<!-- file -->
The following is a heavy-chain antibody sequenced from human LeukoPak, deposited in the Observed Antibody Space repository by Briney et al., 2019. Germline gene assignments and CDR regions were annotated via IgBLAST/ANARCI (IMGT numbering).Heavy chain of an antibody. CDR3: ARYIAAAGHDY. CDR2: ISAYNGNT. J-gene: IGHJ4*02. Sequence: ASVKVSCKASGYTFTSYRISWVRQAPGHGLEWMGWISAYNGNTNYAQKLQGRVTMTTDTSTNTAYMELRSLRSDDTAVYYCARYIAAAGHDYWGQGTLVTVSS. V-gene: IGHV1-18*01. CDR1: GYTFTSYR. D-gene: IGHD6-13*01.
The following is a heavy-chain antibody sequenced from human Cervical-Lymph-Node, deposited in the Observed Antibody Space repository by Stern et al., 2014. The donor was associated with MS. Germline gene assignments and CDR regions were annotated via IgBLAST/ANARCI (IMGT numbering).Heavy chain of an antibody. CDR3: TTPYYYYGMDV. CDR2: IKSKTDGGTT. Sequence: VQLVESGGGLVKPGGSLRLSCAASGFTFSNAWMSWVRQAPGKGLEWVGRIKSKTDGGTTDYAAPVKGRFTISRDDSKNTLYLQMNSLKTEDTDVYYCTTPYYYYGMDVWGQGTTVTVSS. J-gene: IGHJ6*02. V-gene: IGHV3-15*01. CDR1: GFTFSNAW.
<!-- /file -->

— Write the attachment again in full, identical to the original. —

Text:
The following is a heavy-chain antibody sequenced from human LeukoPak, deposited in the Observed Antibody Space repository by Briney et al., 2019. Germline gene assignments and CDR regions were annotated via IgBLAST/ANARCI (IMGT numbering).Heavy chain of an antibody. CDR3: ARYIAAAGHDY. CDR2: ISAYNGNT. J-gene: IGHJ4*02. Sequence: ASVKVSCKASGYTFTSYRISWVRQAPGHGLEWMGWISAYNGNTNYAQKLQGRVTMTTDTSTNTAYMELRSLRSDDTAVYYCARYIAAAGHDYWGQGTLVTVSS. V-gene: IGHV1-18*01. CDR1: GYTFTSYR. D-gene: IGHD6-13*01.
The following is a heavy-chain antibody sequenced from human Cervical-Lymph-Node, deposited in the Observed Antibody Space repository by Stern et al., 2014. The donor was associated with MS. Germline gene assignments and CDR regions were annotated via IgBLAST/ANARCI (IMGT numbering).Heavy chain of an antibody. CDR3: TTPYYYYGMDV. CDR2: IKSKTDGGTT. Sequence: VQLVESGGGLVKPGGSLRLSCAASGFTFSNAWMSWVRQAPGKGLEWVGRIKSKTDGGTTDYAAPVKGRFTISRDDSKNTLYLQMNSLKTEDTDVYYCTTPYYYYGMDVWGQGTTVTVSS. J-gene: IGHJ6*02. V-gene: IGHV3-15*01. CDR1: GFTFSNAW.